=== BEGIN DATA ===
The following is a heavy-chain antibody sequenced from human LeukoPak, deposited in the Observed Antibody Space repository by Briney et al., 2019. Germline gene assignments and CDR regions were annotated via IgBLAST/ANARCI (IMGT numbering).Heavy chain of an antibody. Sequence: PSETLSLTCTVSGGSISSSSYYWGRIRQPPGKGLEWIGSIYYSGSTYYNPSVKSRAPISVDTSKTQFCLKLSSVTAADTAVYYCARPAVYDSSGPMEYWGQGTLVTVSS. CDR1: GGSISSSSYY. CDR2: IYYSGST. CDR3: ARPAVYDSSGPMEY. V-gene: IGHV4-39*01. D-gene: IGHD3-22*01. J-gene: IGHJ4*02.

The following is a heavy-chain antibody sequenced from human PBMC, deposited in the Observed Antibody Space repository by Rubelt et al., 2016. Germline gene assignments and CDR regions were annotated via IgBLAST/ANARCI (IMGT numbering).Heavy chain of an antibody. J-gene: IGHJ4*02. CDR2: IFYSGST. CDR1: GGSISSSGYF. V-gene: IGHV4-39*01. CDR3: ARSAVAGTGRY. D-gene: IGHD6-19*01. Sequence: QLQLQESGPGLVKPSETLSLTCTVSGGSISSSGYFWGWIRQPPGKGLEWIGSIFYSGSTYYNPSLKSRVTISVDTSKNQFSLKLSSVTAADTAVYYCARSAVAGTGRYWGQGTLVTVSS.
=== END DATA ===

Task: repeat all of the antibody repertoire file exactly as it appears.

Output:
The following is a heavy-chain antibody sequenced from human LeukoPak, deposited in the Observed Antibody Space repository by Briney et al., 2019. Germline gene assignments and CDR regions were annotated via IgBLAST/ANARCI (IMGT numbering).Heavy chain of an antibody. Sequence: PSETLSLTCTVSGGSISSSSYYWGRIRQPPGKGLEWIGSIYYSGSTYYNPSVKSRAPISVDTSKTQFCLKLSSVTAADTAVYYCARPAVYDSSGPMEYWGQGTLVTVSS. CDR1: GGSISSSSYY. CDR2: IYYSGST. CDR3: ARPAVYDSSGPMEY. V-gene: IGHV4-39*01. D-gene: IGHD3-22*01. J-gene: IGHJ4*02.

The following is a heavy-chain antibody sequenced from human PBMC, deposited in the Observed Antibody Space repository by Rubelt et al., 2016. Germline gene assignments and CDR regions were annotated via IgBLAST/ANARCI (IMGT numbering).Heavy chain of an antibody. J-gene: IGHJ4*02. CDR2: IFYSGST. CDR1: GGSISSSGYF. V-gene: IGHV4-39*01. CDR3: ARSAVAGTGRY. D-gene: IGHD6-19*01. Sequence: QLQLQESGPGLVKPSETLSLTCTVSGGSISSSGYFWGWIRQPPGKGLEWIGSIFYSGSTYYNPSLKSRVTISVDTSKNQFSLKLSSVTAADTAVYYCARSAVAGTGRYWGQGTLVTVSS.